Jubal winced. Memories flashed into his mind of arguments with this man, where logic and reason were soon replaced with insult, then intimidation. How many times had he cowered in fear? How many occasions had he nodded in agreement when his heart screamed dissent? How often had he felt the hand strike his cheek in anger as he recoiled, submitting?

Amir spoke again. “We will return when we return.”

The hulking presence advanced more quickly toward the lads. Iz and Pal interlocked their legs and arms, becoming one flesh.

With a final lunge, Iz’s father reared back and slapped his son. Pal squeezed closer to deflect some of the blows. Pada continued to smack his son over and over again, until he finally stepped back from exertion. The brutal insanity of the moment hung in the air with a frightful wheeze and a pending sob.

Iz screamed, “Pada, please stop hitting me!”

The old man, panting, replied, “You will come home with me.”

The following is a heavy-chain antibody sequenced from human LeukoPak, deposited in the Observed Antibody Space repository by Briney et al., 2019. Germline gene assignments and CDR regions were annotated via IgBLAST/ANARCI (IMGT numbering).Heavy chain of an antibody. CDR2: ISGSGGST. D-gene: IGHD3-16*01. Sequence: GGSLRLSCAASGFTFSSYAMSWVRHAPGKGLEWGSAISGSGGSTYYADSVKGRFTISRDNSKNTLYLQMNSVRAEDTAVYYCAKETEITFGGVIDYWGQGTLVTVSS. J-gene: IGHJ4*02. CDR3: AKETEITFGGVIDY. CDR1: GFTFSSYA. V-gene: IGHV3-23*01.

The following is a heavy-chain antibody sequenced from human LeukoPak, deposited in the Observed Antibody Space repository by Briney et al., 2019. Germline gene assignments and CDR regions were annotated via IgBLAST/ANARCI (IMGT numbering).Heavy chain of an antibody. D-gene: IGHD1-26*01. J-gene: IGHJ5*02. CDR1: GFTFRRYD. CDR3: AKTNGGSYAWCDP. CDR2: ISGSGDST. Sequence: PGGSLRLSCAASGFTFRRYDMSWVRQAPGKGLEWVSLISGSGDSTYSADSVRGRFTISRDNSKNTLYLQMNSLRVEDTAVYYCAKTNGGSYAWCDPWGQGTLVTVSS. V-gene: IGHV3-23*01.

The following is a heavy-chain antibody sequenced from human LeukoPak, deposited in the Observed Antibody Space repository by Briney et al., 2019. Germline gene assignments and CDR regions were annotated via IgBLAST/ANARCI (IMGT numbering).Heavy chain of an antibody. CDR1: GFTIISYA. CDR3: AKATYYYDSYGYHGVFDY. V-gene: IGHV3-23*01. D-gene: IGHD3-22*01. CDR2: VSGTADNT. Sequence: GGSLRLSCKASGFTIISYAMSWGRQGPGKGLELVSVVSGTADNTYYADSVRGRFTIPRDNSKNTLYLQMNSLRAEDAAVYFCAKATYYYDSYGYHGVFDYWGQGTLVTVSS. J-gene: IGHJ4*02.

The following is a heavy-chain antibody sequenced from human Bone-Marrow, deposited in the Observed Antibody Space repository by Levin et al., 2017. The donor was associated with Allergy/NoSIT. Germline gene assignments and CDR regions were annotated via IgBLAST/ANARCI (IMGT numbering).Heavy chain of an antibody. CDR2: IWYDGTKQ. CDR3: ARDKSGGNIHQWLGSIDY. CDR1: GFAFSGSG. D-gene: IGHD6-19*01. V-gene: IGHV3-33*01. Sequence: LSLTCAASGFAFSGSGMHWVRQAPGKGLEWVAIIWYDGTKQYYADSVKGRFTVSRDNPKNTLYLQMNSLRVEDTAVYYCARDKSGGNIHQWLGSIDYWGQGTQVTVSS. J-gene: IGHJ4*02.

“I won’t. Not now,” said Iz.

Pada glared at him. “What are you trying to do?”

In a tearful voice, Iz replied, “I just want to be with my friend.”

Pada reached out to grab his arm. “You are embarrassing our family, and you, young man,” he said, turning to Pal, “you are a disgrace—leading my fine son astray. It is the way of the heathen.”

Iz screamed, “He is not a heathen! And he did not lead me astray. He is Pal, my friend, and I am Iz—his friend.”

Pada stopped pulling and demanded, “What is this Pal and Iz?”

Iz wanted to explain but as he looked into the unflinching, unyielding face of his father, he chose silence. The old man raised his hand once again to strike, and Pal leaped to his feet, holding the grenade in front of him. “Don’t touch us!”

Pada paused, gazing at the weapon in Pal’s hand, alarmed, but more amused and perplexed. “What’s that?” he asked scornfully.

Iz eased to his feet next to Pal and answered. “It is a grenade. I stole it from an Israeli soldier.”